Rob Burrow said Leeds is the “place where my dreams came true” as he became an honorary freeman of the city alongside his friend and former Rhinos team-mate Kevin Sinfield.
Burrow and Sinfield were granted the honour for their outstanding sporting achievements and work to support those with motor neurone disease (MND) at a ceremony in Leeds on Wednesday.
Burrow, who was diagnosed with MND in 2019, thanked his family, who were with him for the event, saying they “give me reason never to give in”.
And he praised Sinfield, “who has gone above and beyond for his mate”.
Burrow was at the ceremony with his family to hear council leader James Lewis describe how the duo have “brought the search for a cure to the forefront of public attention”.
But Sinfield, who has undertaken a series of endurance challenges to raise cash for research into MND and support Burrow and others with the illness, was unable to make the ceremony due to commitments linked to his new role with the England rugby union team.
Bob Bowman, the chief executive of the Leeds Rhinos Foundation, accepted the honour on Sinfield’s behalf.
The pair shared a dressing room at the Rhinos for nearly 15 years, winning seven Super League titles together as team-mates, with Burrow going on to lift an eighth after Sinfield’s retirement.
Lewis said the council was determined to honour the pair together due to the “bond of friendship between them”.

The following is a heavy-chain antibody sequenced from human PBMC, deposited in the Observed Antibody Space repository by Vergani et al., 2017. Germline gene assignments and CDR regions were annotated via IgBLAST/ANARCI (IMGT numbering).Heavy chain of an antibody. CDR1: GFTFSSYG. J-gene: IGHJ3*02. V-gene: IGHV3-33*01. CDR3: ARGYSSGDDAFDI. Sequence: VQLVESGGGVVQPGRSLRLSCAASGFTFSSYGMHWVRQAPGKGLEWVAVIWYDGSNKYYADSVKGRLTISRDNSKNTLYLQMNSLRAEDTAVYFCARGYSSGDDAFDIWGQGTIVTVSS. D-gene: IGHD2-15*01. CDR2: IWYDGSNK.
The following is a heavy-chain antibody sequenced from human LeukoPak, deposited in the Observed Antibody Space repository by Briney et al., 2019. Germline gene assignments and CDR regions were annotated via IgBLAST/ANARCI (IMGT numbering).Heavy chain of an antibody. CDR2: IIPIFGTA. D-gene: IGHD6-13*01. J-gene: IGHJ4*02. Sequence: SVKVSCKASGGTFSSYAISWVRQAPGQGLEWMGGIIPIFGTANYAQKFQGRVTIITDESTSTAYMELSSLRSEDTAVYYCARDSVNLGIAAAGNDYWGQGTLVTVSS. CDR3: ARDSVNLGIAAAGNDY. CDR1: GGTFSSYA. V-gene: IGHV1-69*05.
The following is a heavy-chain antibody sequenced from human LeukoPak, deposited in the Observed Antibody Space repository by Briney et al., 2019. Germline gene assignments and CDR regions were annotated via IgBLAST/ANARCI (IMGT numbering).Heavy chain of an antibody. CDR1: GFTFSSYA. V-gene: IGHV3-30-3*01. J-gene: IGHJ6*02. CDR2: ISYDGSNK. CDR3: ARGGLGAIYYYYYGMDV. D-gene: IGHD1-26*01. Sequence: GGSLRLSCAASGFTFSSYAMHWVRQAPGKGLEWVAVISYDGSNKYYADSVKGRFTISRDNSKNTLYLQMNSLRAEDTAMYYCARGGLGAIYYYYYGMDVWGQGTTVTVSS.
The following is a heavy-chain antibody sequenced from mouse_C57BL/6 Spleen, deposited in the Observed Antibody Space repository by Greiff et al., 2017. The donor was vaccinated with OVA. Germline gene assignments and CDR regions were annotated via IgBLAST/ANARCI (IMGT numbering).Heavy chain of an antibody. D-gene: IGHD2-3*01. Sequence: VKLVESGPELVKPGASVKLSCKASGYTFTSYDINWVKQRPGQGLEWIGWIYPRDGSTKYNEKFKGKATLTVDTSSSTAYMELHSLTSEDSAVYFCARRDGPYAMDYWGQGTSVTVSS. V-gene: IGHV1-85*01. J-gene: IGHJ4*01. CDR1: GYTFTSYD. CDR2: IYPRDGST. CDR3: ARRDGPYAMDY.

He said: “That friendship has touched people so much.”
Another councillor, Dan Cohen, told Leeds Civic Hall their bond is the “absolute personification of true friendship”.
Councillor Robert Finnigan said MND is an “evil and wicked disease”.
Of Burrow and Sinfield, he told gathered dignitaries: “This is what real inspiration looks like.
“It motivates us all to work harder to support and finance the fight against MND.”
Burrow and Sinfield were honoured by Leeds despite being from elsewhere.
Sinfield was born and raised in Oldham, while Burrow is originally from Pontefract.
Burrow’s wife Lindsey said: “Rob is so incredibly proud. It’s such an honour to be here today for Rob to receive this award.
“Leeds is a wonderful city and it is the place where Rob has spent most of his adult life playing for the Leeds Rhinos.
“The support that the people of Leeds have shown Rob since his diagnosis has just been incredible.
“So we’re really, really proud of Rob and it’s great to be here today.
“Rob and Kevin have been part of the golden generation of Leeds and have brought success to Leeds as a city.
“And I think the work that Rob has done, opening up his doors at a time when he is most vulnerable, is a real courageous and brave thing to do.
“That’s given Kevin the opportunity to raise such vital awareness and the money that he has raised has just been incredible.
“So… incredibly proud of both Rob and Kevin and I think it’s so nice for them to be recognised in this way. It’s such a special honour.”